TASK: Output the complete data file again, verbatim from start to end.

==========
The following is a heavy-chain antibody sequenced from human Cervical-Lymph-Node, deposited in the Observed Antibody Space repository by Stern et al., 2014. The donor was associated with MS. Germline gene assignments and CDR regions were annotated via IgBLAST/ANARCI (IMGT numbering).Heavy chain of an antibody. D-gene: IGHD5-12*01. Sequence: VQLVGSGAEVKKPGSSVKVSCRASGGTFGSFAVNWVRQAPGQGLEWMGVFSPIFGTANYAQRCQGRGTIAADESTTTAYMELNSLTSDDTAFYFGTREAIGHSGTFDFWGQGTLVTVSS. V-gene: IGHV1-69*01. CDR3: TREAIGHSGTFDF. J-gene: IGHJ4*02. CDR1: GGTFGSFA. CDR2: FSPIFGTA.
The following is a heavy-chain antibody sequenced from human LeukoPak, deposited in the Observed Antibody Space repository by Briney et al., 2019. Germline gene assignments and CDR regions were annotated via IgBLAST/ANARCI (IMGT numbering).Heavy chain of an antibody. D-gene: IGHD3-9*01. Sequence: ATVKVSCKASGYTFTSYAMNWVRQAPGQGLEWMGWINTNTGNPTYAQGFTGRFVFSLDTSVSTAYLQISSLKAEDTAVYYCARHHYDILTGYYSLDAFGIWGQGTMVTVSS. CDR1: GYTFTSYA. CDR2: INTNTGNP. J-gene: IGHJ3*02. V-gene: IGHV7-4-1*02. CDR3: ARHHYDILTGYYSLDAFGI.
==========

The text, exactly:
The following is a heavy-chain antibody sequenced from human Cervical-Lymph-Node, deposited in the Observed Antibody Space repository by Stern et al., 2014. The donor was associated with MS. Germline gene assignments and CDR regions were annotated via IgBLAST/ANARCI (IMGT numbering).Heavy chain of an antibody. D-gene: IGHD5-12*01. Sequence: VQLVGSGAEVKKPGSSVKVSCRASGGTFGSFAVNWVRQAPGQGLEWMGVFSPIFGTANYAQRCQGRGTIAADESTTTAYMELNSLTSDDTAFYFGTREAIGHSGTFDFWGQGTLVTVSS. V-gene: IGHV1-69*01. CDR3: TREAIGHSGTFDF. J-gene: IGHJ4*02. CDR1: GGTFGSFA. CDR2: FSPIFGTA.
The following is a heavy-chain antibody sequenced from human LeukoPak, deposited in the Observed Antibody Space repository by Briney et al., 2019. Germline gene assignments and CDR regions were annotated via IgBLAST/ANARCI (IMGT numbering).Heavy chain of an antibody. D-gene: IGHD3-9*01. Sequence: ATVKVSCKASGYTFTSYAMNWVRQAPGQGLEWMGWINTNTGNPTYAQGFTGRFVFSLDTSVSTAYLQISSLKAEDTAVYYCARHHYDILTGYYSLDAFGIWGQGTMVTVSS. CDR1: GYTFTSYA. CDR2: INTNTGNP. J-gene: IGHJ3*02. V-gene: IGHV7-4-1*02. CDR3: ARHHYDILTGYYSLDAFGI.